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Saving Jazz Musicians, One at a Time

by Nat Hentoff 

Once I moved from being a fan of jazz musicians and actually came to know more of them as a jazz journalist, I became aware – sometimes vividly – of how hard it was for some of them to make a living.  What I hadn’t seen in the jazz magazines was that many players, even leaders, had no health insurance, let alone pensions.

And in a revealing National Public Radio series in April, 2005, Felix Contraras reported that, “like the working poor, many jazz players and their families don’t have regular doctors, so in a crisis they wind up in emergency rooms.”

In the 1950s, while I was working for Down Beat in New York, I used to see fundraising ads in movie theatres for the Will Rogers Home where elderly actors and seriously ailing younger ones were well taken of and I’d grumblingly wonder if there’d ever be some kind of equivalent for jazz musicians in deep need.

And, wow – there came into being the Jazz Foundation of America, which now accurately describes itself as, “the only national organization dedicated to saving the homes and lives of elder jazz and blues musicians in crisis.”  Though the elderly are the majority being brought back to life and their instruments, a player of any age in an emergency is not turned down.

In its current 2011-2012 report, executive director Wendy Oxenhorn – who, at times has fed a hungry musician in her own home – reports that during these national recession blues, “We stayed true to our mandate to provide Social Services to jazz and blues musicians in the form of housing, emergency services, health care, and employment.  In addition, we continued to help promote jazz and blues by creating nearly 3,700 performance opportunities [many in schools]…”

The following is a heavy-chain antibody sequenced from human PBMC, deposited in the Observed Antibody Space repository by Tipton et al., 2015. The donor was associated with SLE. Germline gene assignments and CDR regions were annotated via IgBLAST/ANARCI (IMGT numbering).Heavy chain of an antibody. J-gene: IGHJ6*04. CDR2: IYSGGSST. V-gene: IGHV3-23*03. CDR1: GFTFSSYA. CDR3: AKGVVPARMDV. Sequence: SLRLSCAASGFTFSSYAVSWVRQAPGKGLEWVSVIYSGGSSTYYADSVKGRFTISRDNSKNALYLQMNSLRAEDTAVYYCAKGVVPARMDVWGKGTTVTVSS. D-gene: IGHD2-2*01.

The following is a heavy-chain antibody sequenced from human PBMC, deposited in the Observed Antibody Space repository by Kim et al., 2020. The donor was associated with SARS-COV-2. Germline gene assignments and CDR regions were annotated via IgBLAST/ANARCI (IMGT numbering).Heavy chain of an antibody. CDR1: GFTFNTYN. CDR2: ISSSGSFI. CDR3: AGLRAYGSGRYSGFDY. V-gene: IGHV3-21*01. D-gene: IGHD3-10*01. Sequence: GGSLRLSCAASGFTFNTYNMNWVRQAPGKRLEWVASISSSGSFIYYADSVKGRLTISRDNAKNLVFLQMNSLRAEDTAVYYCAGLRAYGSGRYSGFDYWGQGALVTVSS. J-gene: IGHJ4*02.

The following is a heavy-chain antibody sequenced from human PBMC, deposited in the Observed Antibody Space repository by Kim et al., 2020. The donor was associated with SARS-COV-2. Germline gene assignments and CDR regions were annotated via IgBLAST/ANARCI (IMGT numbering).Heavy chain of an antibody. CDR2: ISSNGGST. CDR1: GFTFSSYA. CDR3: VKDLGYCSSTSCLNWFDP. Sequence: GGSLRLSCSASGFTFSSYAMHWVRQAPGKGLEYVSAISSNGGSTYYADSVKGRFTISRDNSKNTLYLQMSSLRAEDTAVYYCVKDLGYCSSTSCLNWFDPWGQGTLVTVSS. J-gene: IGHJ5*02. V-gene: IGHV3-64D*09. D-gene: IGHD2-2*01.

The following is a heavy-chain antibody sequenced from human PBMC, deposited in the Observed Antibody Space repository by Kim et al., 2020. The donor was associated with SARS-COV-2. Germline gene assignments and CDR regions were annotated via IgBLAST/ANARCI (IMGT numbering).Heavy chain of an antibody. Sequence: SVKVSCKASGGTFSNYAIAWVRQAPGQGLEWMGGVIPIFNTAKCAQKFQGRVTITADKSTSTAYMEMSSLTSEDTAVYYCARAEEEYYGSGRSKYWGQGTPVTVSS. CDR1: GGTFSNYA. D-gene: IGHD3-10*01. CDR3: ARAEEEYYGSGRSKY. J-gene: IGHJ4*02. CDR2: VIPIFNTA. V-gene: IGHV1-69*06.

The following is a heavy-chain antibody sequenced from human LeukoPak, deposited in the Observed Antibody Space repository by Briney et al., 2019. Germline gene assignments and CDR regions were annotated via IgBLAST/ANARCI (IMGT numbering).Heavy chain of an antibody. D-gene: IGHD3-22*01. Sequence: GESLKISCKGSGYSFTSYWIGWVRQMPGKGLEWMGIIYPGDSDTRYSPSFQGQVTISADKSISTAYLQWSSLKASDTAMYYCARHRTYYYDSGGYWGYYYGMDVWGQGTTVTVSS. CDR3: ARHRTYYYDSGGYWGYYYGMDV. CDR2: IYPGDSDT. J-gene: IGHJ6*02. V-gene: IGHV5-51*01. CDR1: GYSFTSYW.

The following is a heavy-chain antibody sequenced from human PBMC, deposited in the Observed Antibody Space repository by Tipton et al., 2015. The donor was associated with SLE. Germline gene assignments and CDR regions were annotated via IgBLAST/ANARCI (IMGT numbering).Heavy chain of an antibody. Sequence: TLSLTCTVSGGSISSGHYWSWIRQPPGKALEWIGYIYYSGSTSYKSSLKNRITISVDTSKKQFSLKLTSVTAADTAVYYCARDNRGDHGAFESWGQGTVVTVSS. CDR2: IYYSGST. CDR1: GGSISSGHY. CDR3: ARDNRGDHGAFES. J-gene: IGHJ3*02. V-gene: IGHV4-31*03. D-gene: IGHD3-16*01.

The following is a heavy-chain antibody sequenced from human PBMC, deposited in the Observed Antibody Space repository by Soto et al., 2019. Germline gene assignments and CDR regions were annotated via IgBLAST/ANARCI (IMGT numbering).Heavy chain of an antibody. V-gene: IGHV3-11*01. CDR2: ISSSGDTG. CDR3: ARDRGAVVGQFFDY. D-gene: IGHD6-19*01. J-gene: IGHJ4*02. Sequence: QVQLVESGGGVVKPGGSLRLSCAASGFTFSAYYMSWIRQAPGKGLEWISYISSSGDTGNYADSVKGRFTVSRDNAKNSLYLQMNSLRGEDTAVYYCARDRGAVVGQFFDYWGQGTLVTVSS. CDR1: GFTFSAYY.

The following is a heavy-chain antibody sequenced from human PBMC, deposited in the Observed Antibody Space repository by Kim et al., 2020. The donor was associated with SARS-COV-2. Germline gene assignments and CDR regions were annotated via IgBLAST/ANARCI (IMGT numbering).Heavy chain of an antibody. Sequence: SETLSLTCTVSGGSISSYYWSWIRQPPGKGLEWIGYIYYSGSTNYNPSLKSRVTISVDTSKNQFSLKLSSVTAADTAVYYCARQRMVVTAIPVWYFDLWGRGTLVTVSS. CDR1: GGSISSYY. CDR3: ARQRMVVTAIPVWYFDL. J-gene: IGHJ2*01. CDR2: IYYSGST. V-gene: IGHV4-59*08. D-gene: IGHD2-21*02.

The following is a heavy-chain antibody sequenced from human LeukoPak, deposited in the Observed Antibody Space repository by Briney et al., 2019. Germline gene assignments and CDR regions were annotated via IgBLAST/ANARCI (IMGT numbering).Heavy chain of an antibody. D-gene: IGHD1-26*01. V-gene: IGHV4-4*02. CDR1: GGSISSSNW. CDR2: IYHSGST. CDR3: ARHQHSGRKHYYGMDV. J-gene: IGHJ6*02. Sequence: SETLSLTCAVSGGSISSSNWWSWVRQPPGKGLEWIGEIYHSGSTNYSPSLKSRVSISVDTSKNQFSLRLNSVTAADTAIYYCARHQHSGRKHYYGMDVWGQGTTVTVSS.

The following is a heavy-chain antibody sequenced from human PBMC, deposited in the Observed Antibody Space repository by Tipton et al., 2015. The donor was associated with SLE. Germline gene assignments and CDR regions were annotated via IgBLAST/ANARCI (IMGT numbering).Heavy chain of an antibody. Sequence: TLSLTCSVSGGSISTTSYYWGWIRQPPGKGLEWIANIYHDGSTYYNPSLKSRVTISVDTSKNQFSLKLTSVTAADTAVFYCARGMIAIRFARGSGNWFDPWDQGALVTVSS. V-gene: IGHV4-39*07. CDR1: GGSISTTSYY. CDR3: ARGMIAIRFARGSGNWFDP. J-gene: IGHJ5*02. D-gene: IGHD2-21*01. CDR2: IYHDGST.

“As the recession deepened,” Wendy Oxenhorn continued, “for so many people… Even more so for our musicians, as live music and paying venues and even festivals are at an all-time low.”

Many of the musicians who count on the Jazz Foundation are over 50, but younger players are far from immune to life-changing crisis.  But, as the Foundation notes, “because of physical limitations as a result of aging, it is harder for the elderly to travel [and when work is available] to keep up a demanding work schedule.”

Says Freddie Hubbard: “When I had congestive heart failure and couldn’t work, the Jazz Foundation paid my mortgages for several months and saved my home!  Thank God for these people!”

Another jazzman: “When [Hurricane] Katrina hit, I lost all my belongings and all my music and was relocated to Texas.  The Jazz Foundation made it possible for me to come home and go back to work.”

In providing medical care, the Foundation – thanks to Dizzy Gillespie – makes possible a singularly historic breakthrough.  Dizzy was more of an active humanitarian than anyone I’ve known in any field.  And as a number of his sidemen told me, he was a mentor to them, not only in jazz.  When Dizzy was dying of cancer in 1993 at Englewood Hospital in New Jersey, he asked his physician, Frank Forte, to “get the hospital to give jazz musicians the kind of medical care I’m getting that they can’t afford.”

The result: The Dizzy Gillespie Memorial Fund at Englewood Hospital by which, explains the Jazz Foundation, “When a musician comes to us with a health issue, we send them to Englewood in New Jersey and they take them in – without charge – for exams, x-rays, MRIs, blood work, surgeries.  We have seen over the years that this can even mean the diagnosis and treatment of late-stage cancer for an uninsured musician.”

No musician is ever turned away.